Children benefit when parents are involved in schools, but cultural and linguistic differences affect parents’ ability to comfortably engage. Corey Mitchell and Kate Stoltzfus discuss the challenges that minority and immigrant parents face. They identify possible solutions, stressing school-parent communication that values cultural difference. Mitchell focuses on the Latino parents of English Language Learners (ELLs), while Stoltzfus focuses on minority and immigrant parents in general.
Both authors identify a disconnect in communication between schools and immigrant or minority parents, as parents are less likely to talk with their children’s teachers due to intimidating linguistic and cultural barriers (Stoltzfus, 2016). Cultural differences may affect how Latino parents perceive communication with schools. For example, because “in some Hispanic cultures, parents view teachers as the experts and defer education decision-making to them,” they may feel less welcome at open houses and parent-teacher conferences (Mitchell, 2016).
Further, Mitchell and Stoltzfus both point out the troubling trend that teachers tend to contact minority and immigrant parents only with news of their children’s academic or behavioral issues. This “can be discouraging for parents for whom language is already a barrier to school participation and engagement” (Mitchell, 2016).
Improved parent-school communication should be a priority, as it can benefit child educational development. Stoltzfus (2016) believes that parents and teachers form “valuable partnerships” that enable better understanding of students’ needs both at home and in school. Mitchell (2016) focuses on Latino immigrant parent engagement, citing a study that suggests that engaging ELL students and parents simultaneously counteracts the “poverty trap” brought about by limited English skills. In this way, parent engagement proves a worthwhile pursuit, capable of improving “the academic and educational well-being of both generations” (Mitchell, 2016).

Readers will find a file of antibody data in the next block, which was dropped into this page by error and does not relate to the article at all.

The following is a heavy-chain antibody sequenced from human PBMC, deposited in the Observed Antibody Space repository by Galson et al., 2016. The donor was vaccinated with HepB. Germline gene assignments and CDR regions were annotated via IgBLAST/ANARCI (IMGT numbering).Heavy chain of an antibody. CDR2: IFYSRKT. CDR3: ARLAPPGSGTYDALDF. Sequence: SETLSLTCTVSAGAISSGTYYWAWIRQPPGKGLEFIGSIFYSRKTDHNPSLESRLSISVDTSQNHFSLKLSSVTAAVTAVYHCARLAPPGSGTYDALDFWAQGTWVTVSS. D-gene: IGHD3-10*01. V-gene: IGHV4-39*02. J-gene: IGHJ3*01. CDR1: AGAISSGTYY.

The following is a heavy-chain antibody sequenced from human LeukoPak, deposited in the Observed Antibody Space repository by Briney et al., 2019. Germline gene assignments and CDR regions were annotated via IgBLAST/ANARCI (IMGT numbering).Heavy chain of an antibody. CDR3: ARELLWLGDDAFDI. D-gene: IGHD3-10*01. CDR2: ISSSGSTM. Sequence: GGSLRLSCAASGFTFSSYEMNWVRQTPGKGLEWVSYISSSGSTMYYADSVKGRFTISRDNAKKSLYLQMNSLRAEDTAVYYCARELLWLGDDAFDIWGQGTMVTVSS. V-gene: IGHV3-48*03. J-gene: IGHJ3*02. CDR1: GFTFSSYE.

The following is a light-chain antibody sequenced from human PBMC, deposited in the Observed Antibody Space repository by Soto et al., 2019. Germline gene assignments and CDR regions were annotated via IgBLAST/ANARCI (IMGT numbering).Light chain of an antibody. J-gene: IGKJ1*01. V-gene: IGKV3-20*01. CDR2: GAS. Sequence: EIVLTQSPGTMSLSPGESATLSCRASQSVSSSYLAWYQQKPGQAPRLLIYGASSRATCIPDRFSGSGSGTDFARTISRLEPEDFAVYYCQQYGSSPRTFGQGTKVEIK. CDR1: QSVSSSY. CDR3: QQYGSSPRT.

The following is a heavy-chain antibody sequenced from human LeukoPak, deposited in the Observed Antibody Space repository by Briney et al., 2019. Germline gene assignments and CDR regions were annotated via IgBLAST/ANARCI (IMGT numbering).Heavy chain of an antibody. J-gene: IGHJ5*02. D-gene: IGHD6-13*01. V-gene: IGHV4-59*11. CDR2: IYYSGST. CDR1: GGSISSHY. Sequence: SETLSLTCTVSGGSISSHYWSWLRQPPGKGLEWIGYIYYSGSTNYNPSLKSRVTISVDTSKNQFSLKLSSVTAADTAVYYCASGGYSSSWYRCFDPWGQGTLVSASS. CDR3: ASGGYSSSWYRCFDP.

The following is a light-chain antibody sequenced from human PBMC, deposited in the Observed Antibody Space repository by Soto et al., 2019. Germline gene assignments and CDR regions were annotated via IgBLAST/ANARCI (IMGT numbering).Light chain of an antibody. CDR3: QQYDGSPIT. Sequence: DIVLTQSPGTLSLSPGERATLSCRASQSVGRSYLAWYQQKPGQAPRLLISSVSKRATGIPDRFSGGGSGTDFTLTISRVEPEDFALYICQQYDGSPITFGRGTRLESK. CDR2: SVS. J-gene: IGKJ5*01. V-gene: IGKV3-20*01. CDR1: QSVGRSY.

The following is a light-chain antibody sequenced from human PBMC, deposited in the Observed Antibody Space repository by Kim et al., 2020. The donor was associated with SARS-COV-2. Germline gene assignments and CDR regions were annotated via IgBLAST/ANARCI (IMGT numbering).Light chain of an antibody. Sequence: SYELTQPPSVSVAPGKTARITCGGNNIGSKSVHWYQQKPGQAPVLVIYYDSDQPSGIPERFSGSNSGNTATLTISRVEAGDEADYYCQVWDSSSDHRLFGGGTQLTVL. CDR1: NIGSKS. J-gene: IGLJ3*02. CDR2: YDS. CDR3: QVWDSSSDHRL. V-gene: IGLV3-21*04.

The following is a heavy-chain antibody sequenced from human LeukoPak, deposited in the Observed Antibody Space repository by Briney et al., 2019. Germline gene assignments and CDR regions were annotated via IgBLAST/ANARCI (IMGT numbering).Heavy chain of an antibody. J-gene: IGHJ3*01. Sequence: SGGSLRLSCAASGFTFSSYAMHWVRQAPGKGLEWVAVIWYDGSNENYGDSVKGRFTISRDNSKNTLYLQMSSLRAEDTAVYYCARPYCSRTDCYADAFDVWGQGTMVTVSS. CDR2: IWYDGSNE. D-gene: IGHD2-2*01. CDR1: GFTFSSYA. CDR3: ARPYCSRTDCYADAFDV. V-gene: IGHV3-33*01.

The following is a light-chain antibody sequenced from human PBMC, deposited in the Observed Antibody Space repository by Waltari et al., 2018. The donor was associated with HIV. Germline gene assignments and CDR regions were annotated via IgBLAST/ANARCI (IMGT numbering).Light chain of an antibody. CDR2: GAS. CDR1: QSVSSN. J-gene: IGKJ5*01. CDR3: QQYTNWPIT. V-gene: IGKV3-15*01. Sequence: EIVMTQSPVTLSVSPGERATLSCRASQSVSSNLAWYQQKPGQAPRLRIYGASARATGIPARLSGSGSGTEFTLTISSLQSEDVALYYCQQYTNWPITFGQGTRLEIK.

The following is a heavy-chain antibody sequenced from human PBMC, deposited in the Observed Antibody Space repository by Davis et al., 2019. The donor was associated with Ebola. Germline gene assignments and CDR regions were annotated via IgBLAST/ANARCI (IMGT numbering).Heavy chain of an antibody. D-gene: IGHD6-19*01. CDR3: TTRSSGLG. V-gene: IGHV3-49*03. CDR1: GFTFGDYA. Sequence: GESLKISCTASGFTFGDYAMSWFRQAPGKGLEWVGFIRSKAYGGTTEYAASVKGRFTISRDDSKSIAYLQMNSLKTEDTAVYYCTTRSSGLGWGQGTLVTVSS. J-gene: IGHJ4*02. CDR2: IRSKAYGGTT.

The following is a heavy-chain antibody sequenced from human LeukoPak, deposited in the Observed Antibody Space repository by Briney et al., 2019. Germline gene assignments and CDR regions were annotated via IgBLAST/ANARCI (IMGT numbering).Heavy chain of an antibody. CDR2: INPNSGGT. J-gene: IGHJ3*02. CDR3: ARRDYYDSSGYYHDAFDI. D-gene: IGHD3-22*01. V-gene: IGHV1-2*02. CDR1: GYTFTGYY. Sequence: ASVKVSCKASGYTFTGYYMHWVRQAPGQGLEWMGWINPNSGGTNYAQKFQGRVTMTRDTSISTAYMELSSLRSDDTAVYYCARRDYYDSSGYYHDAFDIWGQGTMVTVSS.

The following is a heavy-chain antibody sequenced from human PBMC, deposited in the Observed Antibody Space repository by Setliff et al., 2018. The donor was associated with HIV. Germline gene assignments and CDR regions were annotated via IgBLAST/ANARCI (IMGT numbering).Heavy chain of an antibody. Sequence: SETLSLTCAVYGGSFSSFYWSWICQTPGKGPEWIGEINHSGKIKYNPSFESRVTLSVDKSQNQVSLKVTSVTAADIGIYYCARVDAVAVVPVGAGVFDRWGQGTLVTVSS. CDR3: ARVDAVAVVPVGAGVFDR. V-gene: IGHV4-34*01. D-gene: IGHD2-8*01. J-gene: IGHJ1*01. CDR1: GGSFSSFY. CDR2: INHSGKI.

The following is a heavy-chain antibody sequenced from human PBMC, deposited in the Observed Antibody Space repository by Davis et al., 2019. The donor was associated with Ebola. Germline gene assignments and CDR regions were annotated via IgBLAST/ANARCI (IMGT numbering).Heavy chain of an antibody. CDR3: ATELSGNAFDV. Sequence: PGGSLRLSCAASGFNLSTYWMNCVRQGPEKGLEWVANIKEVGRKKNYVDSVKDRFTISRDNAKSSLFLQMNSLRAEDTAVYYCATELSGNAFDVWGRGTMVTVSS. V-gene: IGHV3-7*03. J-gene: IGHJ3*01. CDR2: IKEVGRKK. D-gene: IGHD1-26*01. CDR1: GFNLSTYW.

Mitchell and Stoltzfus agree that communication needs to be strengths-based in order to bridge the school-family gap. In other words, teachers must confront biases, learning to view cultural difference not as a deficit, but as a strength. Latino parents have “gifts” to offer teachers, unique values and insights into student lives (Mitchell, 2016). Stoltzfus (2016) proposes that teachers undergo extra training in order to implement this strengths-based communication.
Stoltzfus (2016), however, also suggests that parents communicate with teachers to “stay up-to-date on classroom activities and ask for feedback about their children’s work and behavior.” While this advice may be useful, it fails to account for the linguistic barriers that many Latino parents face when dealing with schools.
Mitchell (2016) points out how discouraging these barriers can be, making it all the more important that schools take steps to make parents comfortable. Mitchell (2016) cites Washington Elementary, which keeps its library open to parents before and after school hours and employs an “open-door policy” so that parents feel welcome in their children’s classrooms. Mitchell (2016) also mentions teacher Christian Rubalcaba, who makes it a priority to conduct home visits for all his students, a strategy that can reduce intimidation and involve Latino parents in schools.